Ind. inmate with ankle monitor leads Ala. LEOs on high-speed pursuit

The pursuit caused a crash injuring three people

Sarah Reese
The Times, Munster, Ind.

CROWN POINT, Ind. — A Region inmate on release with an affixed ankle bracelet monitor was able to leave the state, lead Alabama police on a high-speed pursuit and cause a crash injuring three people last week, local police say.

And Region authorities weren't notified about what is considered an escape until two days after the crash, a Lake County sheriff's official confirmed Monday.

Lake County sheriff's police say change is needed after a private court-monitoring company failed to timely notify the department for the second time in recent weeks that it lost communication with a criminal defendant wearing a GPS ankle bracelet.

In the most recent case, Carl M. Smith, 28, of County Club Hills, Illinois, was arrested Wednesday in Scottsboro, Alabama, after leading police on a high-speed pursuit that ended in a crash. Three people were hurt in the crash, including one who was flown by helicopter to a hospital, Alabama police records show.

ICU Monitoring Inc., the private company that monitors bracelet signals for Lake County inmates on court-supervised release, did not notify the Lake County Sheriff's Department it had lost communication with Smith until Friday — two days after Smith's arrest in Alabama, Lake County police Chief William Paterson told The Times Monday.

"The problem is we don't really know when this guy escaped," Paterson said. "Obviously, it takes some time to travel from here to Alabama. He had been off the grid for some time."

Smith was charged in September with two felony counts of robbery. He was released on bond with court-ordered GPS monitoring in October, court records show.

ICU Monitoring filed a notice Friday with Lake Criminal Court Judge Clarence Murray, who issued a warrant Monday for Smith's arrest. It's unclear when Smith, who was still wearing his ankle monitor at the time of his arrest in Alabama, will be brought back to Lake County.

Smith admitted to smoking marijuana 30 minutes before the crash, and counterfeit money was found in his possession and at the crash scene, police records show.

Previous case earlier this month

In another case, Sheriff Oscar Martinez recently confirmed his department was investigating why it took about three hours for ICU Monitoring to notify his department April 12 after it lost communication with an ankle bracelet worn by Jarod Johnson, 22, of Gary. At the time, Johnson was facing attempted murder charges in a 2017 case.

The company eventually made contact with Johnson, determined he had failed to charge his bracelet and resumed monitoring. On April 14, Johnson's monitor was pinged at the time and location where a relative of a witness in his 2017 case was shot and left for dead, court records show. The witness' relative survived, and Johnson, his brother and mother were later charged in U.S. District Court in connection with the shooting.

Herb Smith, president of ICU Monitoring and a Gary city councilman, said he spoke with a judge Monday but declined to discuss their conversation.

"We're going to clear all this up," he said. "We do everything right. I never had any problems until now."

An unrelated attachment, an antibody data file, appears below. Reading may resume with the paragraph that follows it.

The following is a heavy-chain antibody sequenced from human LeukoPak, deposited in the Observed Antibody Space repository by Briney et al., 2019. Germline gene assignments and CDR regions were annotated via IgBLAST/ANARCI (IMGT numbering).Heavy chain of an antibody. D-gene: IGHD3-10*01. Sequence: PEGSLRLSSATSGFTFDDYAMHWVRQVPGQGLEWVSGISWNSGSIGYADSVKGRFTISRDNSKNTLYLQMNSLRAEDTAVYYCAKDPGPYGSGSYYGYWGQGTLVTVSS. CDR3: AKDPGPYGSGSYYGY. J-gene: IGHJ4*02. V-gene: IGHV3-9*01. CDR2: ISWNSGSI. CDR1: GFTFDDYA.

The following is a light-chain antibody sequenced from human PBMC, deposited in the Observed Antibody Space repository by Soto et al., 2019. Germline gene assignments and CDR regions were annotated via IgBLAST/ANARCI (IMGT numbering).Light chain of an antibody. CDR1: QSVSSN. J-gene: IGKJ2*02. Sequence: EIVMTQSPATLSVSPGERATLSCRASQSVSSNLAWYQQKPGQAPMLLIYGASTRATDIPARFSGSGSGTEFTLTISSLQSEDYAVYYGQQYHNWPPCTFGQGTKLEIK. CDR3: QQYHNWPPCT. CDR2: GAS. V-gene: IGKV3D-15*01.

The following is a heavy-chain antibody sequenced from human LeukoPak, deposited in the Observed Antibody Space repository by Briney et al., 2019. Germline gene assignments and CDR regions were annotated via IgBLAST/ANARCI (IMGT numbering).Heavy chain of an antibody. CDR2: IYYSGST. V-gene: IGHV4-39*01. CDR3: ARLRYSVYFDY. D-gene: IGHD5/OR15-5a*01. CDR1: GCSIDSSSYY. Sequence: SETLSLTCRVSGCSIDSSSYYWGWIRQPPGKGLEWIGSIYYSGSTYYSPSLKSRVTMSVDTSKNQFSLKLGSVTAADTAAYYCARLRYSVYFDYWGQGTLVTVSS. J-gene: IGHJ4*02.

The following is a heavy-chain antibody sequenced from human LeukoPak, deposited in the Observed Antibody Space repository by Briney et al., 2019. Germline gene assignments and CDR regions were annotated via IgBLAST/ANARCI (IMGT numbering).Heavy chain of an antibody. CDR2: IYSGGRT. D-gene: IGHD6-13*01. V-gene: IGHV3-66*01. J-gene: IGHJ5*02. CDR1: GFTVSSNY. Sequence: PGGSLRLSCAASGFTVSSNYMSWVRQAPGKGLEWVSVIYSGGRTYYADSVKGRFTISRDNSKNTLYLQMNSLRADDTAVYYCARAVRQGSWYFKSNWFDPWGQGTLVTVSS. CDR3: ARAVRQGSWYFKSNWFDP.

Smith said his company follows longstanding protocol established in cooperation with Lake County judges and law enforcement agencies. He's been providing monitoring services in the county for about 10 years, he said.

"If they (county officials) want to change something in my contract, that's fine," he said.

Proponents of court-ordered monitoring services argue they can reduce jail populations and costs associated with housing inmates. Defendants often must pay costs associated with the service, and monitors track a wearer's movements on timed intervals.

Paterson said Monday the sheriff is concerned about the situation because it's a public safety issue.

"What's happening now is not working, and there needs to be some kind of change," he said.

The Lake County Sheriff's Department wants to work with the judges, who order monitoring services for defendants, and Lake County commissioners, who approve ICU Monitoring's contract, to find a solution, Paterson said.

The sheriff and his warden are charged with keeping track of inmates, but they have no control over contracts for court-monitoring services, Paterson noted. That control rests with Lake County commissioners.

The department should have accountability for the contract, Paterson said.

Sheriff, company at an impasse

Paterson said ICU Monitoring has refused to cooperate with the department's investigation into the Johnson case.

ICU President Herb Smith declined to discuss specifics in the Carl Smith case, saying he plans to contact an attorney.

He confirmed he has refused to speak with sheriff's officials about the Johnson case.

"I suggested that putting me in the interrogation room is not the proper format," he said. "There needs to be a conversation with me, the commissioners, the judges and the sheriff. That's the proper format.

"You don't bring me in no interrogation room or come down to my office and want to interrogate my employees," Smith said. "We're not criminals. We've done nothing criminal."

County Commissioner Mike Repay said commissioners approved ICU Monitoring's contract and are responsible for ensuring compliance. Notification requirements are set by the courts, he said.

Repay said Monday the judges and Lake County Sheriff's Department have not notified the Board of Commissioners of any problems with ICU Monitoring.

"I don't know if there is an actual contract compliance issue," Repay said. "If there is one, we certainly want to address that."


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